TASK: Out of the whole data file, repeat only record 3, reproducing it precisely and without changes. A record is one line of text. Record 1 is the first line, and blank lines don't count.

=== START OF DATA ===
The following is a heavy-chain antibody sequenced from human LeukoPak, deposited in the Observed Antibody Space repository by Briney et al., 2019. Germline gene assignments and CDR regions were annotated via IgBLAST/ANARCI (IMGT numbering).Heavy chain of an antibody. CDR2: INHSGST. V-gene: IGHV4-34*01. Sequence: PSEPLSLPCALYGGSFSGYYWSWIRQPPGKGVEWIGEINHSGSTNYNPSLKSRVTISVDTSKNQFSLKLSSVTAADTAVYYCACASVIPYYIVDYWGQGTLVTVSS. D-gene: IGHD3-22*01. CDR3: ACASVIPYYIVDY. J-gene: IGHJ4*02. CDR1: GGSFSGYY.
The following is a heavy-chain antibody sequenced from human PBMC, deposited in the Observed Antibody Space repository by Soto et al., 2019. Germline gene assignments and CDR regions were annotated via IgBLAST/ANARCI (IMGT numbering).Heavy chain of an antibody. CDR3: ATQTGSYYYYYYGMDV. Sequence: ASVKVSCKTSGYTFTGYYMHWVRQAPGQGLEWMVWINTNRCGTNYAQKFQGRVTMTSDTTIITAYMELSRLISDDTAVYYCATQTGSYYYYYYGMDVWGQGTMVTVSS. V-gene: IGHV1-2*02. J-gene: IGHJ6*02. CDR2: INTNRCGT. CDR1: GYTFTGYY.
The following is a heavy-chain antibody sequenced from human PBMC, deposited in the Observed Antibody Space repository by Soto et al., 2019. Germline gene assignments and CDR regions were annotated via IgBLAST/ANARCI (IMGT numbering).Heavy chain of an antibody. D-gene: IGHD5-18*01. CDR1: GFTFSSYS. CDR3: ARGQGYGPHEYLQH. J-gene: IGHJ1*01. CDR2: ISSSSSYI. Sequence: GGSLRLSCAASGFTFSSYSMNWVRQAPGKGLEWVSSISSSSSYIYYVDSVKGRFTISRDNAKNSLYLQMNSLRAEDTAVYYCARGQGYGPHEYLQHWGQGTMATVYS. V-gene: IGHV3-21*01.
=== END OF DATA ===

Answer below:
The following is a heavy-chain antibody sequenced from human PBMC, deposited in the Observed Antibody Space repository by Soto et al., 2019. Germline gene assignments and CDR regions were annotated via IgBLAST/ANARCI (IMGT numbering).Heavy chain of an antibody. D-gene: IGHD5-18*01. CDR1: GFTFSSYS. CDR3: ARGQGYGPHEYLQH. J-gene: IGHJ1*01. CDR2: ISSSSSYI. Sequence: GGSLRLSCAASGFTFSSYSMNWVRQAPGKGLEWVSSISSSSSYIYYVDSVKGRFTISRDNAKNSLYLQMNSLRAEDTAVYYCARGQGYGPHEYLQHWGQGTMATVYS. V-gene: IGHV3-21*01.